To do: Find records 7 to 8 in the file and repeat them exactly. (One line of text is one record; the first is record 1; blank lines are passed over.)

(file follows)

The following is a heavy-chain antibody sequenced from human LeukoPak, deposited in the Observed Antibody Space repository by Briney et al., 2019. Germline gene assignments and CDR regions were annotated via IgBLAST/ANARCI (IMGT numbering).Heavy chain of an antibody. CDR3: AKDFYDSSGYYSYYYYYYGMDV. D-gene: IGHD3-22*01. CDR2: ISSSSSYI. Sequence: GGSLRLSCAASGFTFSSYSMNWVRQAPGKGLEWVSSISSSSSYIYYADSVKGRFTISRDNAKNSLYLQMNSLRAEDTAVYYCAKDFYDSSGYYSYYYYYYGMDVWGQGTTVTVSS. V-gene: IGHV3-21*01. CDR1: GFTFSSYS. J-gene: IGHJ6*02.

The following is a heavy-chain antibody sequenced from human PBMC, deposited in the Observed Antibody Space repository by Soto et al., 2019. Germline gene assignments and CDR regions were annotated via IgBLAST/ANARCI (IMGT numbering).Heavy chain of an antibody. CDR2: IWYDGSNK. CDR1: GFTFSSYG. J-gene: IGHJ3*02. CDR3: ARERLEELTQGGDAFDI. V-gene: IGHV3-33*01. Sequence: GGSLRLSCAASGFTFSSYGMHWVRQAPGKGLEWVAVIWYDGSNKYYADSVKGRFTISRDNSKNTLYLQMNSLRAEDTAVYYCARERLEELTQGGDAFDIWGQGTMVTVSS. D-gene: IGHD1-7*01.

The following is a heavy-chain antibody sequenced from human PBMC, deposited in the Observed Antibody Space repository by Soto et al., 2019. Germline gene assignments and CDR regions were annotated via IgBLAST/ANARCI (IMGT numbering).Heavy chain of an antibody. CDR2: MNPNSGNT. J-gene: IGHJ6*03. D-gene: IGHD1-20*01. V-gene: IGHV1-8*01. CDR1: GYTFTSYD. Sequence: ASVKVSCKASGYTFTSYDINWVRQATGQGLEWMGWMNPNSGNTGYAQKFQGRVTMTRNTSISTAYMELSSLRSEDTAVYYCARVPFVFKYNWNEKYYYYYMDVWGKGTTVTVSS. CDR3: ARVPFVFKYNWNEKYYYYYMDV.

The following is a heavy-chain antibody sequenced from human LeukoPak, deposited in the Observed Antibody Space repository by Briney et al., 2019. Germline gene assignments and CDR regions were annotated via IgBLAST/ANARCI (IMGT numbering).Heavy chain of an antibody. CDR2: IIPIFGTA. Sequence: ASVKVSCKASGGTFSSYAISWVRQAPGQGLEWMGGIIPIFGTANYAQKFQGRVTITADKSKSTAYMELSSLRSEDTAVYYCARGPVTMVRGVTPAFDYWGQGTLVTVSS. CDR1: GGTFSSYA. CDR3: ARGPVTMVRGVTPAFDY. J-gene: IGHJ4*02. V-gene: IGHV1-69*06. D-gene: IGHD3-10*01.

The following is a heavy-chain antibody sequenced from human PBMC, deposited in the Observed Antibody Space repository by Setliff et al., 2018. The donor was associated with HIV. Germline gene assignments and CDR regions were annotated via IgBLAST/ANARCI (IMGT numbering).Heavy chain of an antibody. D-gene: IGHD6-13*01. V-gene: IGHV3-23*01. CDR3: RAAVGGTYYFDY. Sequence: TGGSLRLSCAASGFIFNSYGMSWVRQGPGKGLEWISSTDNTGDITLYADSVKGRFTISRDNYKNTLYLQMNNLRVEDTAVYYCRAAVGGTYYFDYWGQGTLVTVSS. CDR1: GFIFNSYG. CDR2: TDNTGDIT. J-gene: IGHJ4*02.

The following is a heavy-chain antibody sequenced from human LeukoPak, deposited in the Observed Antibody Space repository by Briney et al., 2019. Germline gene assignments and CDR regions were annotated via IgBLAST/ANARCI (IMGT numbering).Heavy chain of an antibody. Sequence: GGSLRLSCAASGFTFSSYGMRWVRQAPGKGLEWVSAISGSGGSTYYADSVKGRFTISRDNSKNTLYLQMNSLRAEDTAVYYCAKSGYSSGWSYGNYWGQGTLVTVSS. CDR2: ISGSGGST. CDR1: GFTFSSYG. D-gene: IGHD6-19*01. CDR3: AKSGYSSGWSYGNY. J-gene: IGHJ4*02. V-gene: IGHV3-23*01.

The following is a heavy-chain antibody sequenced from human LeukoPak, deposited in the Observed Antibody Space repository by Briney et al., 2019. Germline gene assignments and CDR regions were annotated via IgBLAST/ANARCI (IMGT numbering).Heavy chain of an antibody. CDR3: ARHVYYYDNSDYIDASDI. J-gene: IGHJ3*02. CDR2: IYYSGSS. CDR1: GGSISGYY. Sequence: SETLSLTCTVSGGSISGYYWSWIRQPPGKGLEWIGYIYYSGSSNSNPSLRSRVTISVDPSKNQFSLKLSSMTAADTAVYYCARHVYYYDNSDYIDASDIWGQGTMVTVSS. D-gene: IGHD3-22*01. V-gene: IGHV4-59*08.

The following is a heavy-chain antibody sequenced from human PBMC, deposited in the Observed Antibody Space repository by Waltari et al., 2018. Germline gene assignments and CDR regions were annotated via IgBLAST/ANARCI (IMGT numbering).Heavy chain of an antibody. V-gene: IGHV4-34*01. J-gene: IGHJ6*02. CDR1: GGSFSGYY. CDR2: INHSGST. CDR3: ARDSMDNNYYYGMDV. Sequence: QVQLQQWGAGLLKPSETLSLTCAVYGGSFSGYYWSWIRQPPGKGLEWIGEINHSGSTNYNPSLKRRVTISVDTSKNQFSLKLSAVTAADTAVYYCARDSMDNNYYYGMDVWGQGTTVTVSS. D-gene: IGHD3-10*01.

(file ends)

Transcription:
The following is a heavy-chain antibody sequenced from human LeukoPak, deposited in the Observed Antibody Space repository by Briney et al., 2019. Germline gene assignments and CDR regions were annotated via IgBLAST/ANARCI (IMGT numbering).Heavy chain of an antibody. CDR3: ARHVYYYDNSDYIDASDI. J-gene: IGHJ3*02. CDR2: IYYSGSS. CDR1: GGSISGYY. Sequence: SETLSLTCTVSGGSISGYYWSWIRQPPGKGLEWIGYIYYSGSSNSNPSLRSRVTISVDPSKNQFSLKLSSMTAADTAVYYCARHVYYYDNSDYIDASDIWGQGTMVTVSS. D-gene: IGHD3-22*01. V-gene: IGHV4-59*08.

The following is a heavy-chain antibody sequenced from human PBMC, deposited in the Observed Antibody Space repository by Waltari et al., 2018. Germline gene assignments and CDR regions were annotated via IgBLAST/ANARCI (IMGT numbering).Heavy chain of an antibody. V-gene: IGHV4-34*01. J-gene: IGHJ6*02. CDR1: GGSFSGYY. CDR2: INHSGST. CDR3: ARDSMDNNYYYGMDV. Sequence: QVQLQQWGAGLLKPSETLSLTCAVYGGSFSGYYWSWIRQPPGKGLEWIGEINHSGSTNYNPSLKRRVTISVDTSKNQFSLKLSAVTAADTAVYYCARDSMDNNYYYGMDVWGQGTTVTVSS. D-gene: IGHD3-10*01.